Mental Health Mississippi

Mississippi Department of Mental Health Director Diana Mikula exits the federal courthouse in Jackson, July 2019, after closing arguments were presented on whether Mississippi’s mental health system breaks the law by unnecessarily confining people.

TUPELO • Diana Mikula, the executive director of the Mississippi Department of Mental Health will retire from the agency effective Jan. 31 2021, according to an agency spokesperson.

This move will trigger a top leadership change amid ongoing scrutiny of how Mississippi provides mental health services, and a new director will take the helm amid a federal court order to institute reforms.

Mikula announced her retirement to the state board of mental health on Thursday at its regular meeting. She has been the director of the state agency since 2014, and she has worked for the department for more than 25 years.

“I feel very blessed to have had the opportunity to surround myself with the most compassionate, competent and caring staff who are focused on one united mission to improve the lives of Mississippians, one person at a time,” Mikula said in a statement.

Mikula served as director of the agency when the U.S. Department of Justice successfully argued that Mississippi was in violation of the American Disabilities Act for not providing adequate mental health care to Mississippians at the community level.

Subsequently, a federal judge last year ruled that Mississippians with mental illness were largely being denied their civil rights, since most were being segregated into state-run hospitals.

Wendy Bailey, the deputy director for administrative services, has been tapped by the state mental health board to replace Mikula when she retires. Bailey has worked at the agency for 15 years and has previously served as chief of staff and director of the department’s bureau of outreach and planning.

Bailey has also served on numerous task forces and advisory boards and is a licensed mental health administrator.

“My primary vision for the agency is to improve the access to an evidence-based continuum of care for people with mental illness, substance use addiction and intellectual and developmental disabilities,” she said. “Every person has a voice and a story, and every person should be able to access and participate in the care that will improve their lives.”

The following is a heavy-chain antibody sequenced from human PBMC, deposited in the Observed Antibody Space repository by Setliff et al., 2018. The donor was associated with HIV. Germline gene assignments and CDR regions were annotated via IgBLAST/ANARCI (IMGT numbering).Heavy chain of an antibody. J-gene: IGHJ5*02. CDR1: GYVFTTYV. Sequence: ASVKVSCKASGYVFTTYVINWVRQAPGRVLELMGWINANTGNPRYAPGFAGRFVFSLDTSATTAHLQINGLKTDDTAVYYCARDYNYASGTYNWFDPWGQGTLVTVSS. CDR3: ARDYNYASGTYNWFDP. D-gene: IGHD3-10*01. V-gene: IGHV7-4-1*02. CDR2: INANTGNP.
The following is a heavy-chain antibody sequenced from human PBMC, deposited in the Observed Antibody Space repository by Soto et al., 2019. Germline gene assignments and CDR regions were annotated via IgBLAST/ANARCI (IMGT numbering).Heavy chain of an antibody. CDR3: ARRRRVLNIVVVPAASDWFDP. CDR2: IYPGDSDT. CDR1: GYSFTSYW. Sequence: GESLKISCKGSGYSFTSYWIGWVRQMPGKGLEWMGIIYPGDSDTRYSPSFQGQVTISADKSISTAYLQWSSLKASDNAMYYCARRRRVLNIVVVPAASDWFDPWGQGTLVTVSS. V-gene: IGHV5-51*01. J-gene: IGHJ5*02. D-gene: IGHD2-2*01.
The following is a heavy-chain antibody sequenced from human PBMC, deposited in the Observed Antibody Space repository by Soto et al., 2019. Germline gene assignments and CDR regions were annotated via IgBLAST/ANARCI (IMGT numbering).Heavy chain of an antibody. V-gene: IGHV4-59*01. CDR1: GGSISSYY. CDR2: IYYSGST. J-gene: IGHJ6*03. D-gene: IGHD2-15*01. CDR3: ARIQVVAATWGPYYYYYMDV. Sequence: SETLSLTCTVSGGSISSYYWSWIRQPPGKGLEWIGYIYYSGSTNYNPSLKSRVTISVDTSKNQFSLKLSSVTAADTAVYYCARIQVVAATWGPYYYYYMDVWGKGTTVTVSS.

State Sen. Hob Bryan, a Democratic lawmaker from Amory, told the Daily Journal that he took notice that the mental health board hired someone for the position on the same day that it announced the retirement of the outgoing director. This, he suggested, could give the impression that a decision about a new director had “already been made” before the announcement was public.

Bryan, the chairman of the Senate Public Health and Welfare Committee, said he’s sure that the board has a sufficient reason for choosing a new director in this manner, and he is interested in learning the reason.

The public health and welfare committee is expected to conduct a hearing on Monday afternoon, and Bryan said a representative from the state mental health department is expected to attend.

Bailey will soon step into a role to lead an agency that faces ongoing scrutiny from federal and state officials seeking to improve mental health services in the state.

In February, U.S. District Judge Carlton Reeves appointed Dr. Michael Hogan as a special master to help implement mental health reforms and bring the state into compliance with the ADA. In October, the Mississippi Department of Finance and Administration appointed William Rosamond as the coordinator of mental health accessibility to also perform an analysis of mental health services in the state and implement needed solutions.

The state agency has said in previous statements that it has made strides in community-based services and looks forward to Rosamond’s assessment of the state’s mental health system.

Email: taylor.vance@journalinc.com

Twitter: @TaylorVanceDJ

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